In a little over a week, work routine and school demands return. My yearly mantra when school resumes is typically to admonish myself to live fully in the present, enjoying each moment while refusing to worry about what lies ahead. This year, I hope I listen.

Friday, August 13, 2010


...and raspberry peach jam. August.

Monday, August 9, 2010

Back-to-School Sales

Two weeks from tomorrow, I officially go "back to school," as I return for three days of in-service. Three weeks from tomorrow, I welcome students into my classroom. And of course, all the "Back to School" sales have been well underway for who-knows-how-long...

Already, I have gathered for one, sort-of-informal breakfast gathering with two of my co-teachers and attended one formal meeting to consider the "9th Grade Academy" our school district intends to implement one year from now. I really should be planning but...instead, I decided to sew today (in large part because this morning I was waiting on the dishwasher installation which, I am happy to report, is complete!)

Our church collects blankets, soap and relief kits in September for our world mission effort. In the past several years, I have assembled one or two layette kits, knitting baby sweaters to include with the cloth diapers, onesies, sleepers, undershirts, etc. But this year, I decided to pull together a sewing kit and some school kits. And so today, I sewed up three draw string tote bags and then went shopping at Walmart for 15¢ notebooks, $1.00 scissors and crayons, along with the other reasonably priced supplies needed to fill the bag.

I had fabric to use, purchased from a yard sale, so I only needed to cut squares of material to the required size, follow the easy pattern found here, sew up the edges, create a casing, thread the cord for the drawstring, stuff the tote and ta da! Here they are. My hope is that these scissors, pencils, paper, rulers, erasers, and colored paper will help some children some other where than here learn a little bit better and know a little more fully that seeking an education matters.

Friday, August 6, 2010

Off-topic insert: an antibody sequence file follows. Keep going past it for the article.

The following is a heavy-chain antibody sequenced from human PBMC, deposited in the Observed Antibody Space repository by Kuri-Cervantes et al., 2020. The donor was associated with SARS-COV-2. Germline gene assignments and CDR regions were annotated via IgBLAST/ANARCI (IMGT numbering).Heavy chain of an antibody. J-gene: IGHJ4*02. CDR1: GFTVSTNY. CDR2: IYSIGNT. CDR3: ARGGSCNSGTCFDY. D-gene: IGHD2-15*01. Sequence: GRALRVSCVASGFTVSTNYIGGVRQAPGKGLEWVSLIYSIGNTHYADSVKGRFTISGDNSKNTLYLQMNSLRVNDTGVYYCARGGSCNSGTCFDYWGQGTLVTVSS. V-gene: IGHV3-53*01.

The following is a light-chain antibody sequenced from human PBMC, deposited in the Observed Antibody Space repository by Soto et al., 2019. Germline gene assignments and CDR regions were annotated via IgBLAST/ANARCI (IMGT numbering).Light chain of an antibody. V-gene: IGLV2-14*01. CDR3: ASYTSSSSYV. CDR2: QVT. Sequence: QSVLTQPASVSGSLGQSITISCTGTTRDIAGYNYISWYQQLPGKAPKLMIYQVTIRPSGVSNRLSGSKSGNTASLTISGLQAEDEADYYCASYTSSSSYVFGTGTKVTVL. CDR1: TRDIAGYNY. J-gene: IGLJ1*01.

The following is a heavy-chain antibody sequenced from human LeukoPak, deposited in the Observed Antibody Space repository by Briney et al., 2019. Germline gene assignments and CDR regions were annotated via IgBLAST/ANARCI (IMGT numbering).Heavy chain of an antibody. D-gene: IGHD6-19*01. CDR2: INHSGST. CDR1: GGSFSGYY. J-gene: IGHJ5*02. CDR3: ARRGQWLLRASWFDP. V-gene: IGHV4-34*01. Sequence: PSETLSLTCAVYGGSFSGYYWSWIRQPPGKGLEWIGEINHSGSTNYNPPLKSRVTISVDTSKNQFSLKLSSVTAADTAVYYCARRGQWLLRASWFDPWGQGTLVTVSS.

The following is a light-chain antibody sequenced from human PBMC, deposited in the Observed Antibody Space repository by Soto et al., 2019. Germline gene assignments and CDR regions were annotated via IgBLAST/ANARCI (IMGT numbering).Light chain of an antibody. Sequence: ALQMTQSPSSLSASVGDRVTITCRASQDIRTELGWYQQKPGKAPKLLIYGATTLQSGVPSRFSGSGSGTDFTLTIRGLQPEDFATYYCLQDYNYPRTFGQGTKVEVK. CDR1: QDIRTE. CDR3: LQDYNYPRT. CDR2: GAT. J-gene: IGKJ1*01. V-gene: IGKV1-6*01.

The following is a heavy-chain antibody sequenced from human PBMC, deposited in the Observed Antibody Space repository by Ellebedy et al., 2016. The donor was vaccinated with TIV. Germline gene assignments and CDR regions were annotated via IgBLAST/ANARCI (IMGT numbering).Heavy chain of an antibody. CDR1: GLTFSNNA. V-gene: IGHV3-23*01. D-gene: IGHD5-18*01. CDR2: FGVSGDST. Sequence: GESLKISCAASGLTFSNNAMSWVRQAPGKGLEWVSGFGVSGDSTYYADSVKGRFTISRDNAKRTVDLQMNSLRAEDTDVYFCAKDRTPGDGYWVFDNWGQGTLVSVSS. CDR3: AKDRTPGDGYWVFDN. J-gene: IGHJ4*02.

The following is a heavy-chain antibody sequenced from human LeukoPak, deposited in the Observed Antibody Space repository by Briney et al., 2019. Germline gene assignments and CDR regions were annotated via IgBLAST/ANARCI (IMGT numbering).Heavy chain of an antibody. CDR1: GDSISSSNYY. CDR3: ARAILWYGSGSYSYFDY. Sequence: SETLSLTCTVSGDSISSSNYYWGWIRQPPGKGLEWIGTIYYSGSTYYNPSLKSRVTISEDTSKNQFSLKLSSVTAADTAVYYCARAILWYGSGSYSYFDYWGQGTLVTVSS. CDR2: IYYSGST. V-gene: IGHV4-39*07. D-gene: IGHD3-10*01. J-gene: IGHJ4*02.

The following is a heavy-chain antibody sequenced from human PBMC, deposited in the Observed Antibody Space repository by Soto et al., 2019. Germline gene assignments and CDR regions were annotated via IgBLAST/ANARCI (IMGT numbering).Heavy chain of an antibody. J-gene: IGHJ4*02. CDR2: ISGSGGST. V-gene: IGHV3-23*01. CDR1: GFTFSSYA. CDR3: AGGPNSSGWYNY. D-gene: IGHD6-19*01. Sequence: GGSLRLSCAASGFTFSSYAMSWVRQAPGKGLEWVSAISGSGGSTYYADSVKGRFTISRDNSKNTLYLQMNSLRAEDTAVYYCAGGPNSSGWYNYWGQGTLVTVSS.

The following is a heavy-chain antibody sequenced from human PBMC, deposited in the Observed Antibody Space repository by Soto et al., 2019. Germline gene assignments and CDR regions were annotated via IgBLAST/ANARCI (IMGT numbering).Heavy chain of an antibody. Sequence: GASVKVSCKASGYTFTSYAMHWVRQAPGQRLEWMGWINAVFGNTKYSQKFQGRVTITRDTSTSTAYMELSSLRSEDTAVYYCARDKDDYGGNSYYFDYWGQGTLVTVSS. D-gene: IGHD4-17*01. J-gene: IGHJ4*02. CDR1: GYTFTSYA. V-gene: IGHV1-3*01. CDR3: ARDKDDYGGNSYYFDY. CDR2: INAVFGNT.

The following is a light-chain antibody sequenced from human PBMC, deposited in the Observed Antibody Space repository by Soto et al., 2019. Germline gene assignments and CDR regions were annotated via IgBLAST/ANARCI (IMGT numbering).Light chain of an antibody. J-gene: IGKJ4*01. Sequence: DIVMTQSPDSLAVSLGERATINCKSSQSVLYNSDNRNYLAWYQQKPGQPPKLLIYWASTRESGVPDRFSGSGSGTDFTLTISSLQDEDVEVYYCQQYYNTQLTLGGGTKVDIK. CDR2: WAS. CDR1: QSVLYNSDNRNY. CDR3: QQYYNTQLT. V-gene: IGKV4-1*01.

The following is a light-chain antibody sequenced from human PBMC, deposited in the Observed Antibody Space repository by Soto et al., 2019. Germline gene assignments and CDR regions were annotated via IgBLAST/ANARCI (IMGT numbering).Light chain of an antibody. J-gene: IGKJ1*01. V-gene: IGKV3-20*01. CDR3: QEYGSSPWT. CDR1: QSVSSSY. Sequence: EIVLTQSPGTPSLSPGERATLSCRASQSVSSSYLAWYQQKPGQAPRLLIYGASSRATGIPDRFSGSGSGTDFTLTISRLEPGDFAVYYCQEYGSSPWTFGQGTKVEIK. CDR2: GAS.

Yarn Haiku

Patches of color
flow gently from my needles
cascading prayers.

(This prayer shawl is destined to go to Nicaragua in March, along with the medical mission team from our church.)

Tuesday, August 3, 2010

Unplugged yet connected

“One could do worse than be a swinger of birches.”
-Robert Frost

We were without the use of our landline telephone and plagued by spotty internet connection for a full week last week. I must confess that it was a bit disconcerting how anxious this made me feel. How have I become so tied to wires and wireless connections that when they snap, I feel as if the ground shifts and footholds disappear?

In the middle of being off the grid, we held Camp Alexander, our annual summer week with our grandson (without his Mama and Dad). What a glorious week it was. We spent every day but one (the day we went to Harrisburg to see Aunt Alexis' owls and kingly Uncle Rob) in the water. We splashed and he tubed the magical Spring Creek, we experienced the outdoor pool at Penn State, and we swam (and boated) several times in waters of Whipple Dam. We were outdoors so long and so often that my tan is deeper than after a week on a North Carolina beach!

Before bed each night we read James and the Giant Peach, during the day we molded play dough, built block garage complexes, created a chalk roadway on every hard surface surrounding our house, looked for butterflies, and watched rabbits scamper in the yard. One rainy morning we simply sat observing pools of water forming on the street outside. Alex quietly stated, “Nana, I love watching the rain make puddles on the road.” I can’t remember the last time I puddle watched, but most assuredly, it has been far too long.

The juxtaposition of a child’s innate capacity for unfettered play with my own seemingly peripatetic pattern of relating to the world through a keyboard or a phone has been revealing. My wired life creates a surreal urgency that robs me of the truly significant. I need to do less to live more fully…every, every day.

p.s. In addition, my dishwasher died last week. The jury is still out on whether or not washing dishes by hand creates spiritual discipline.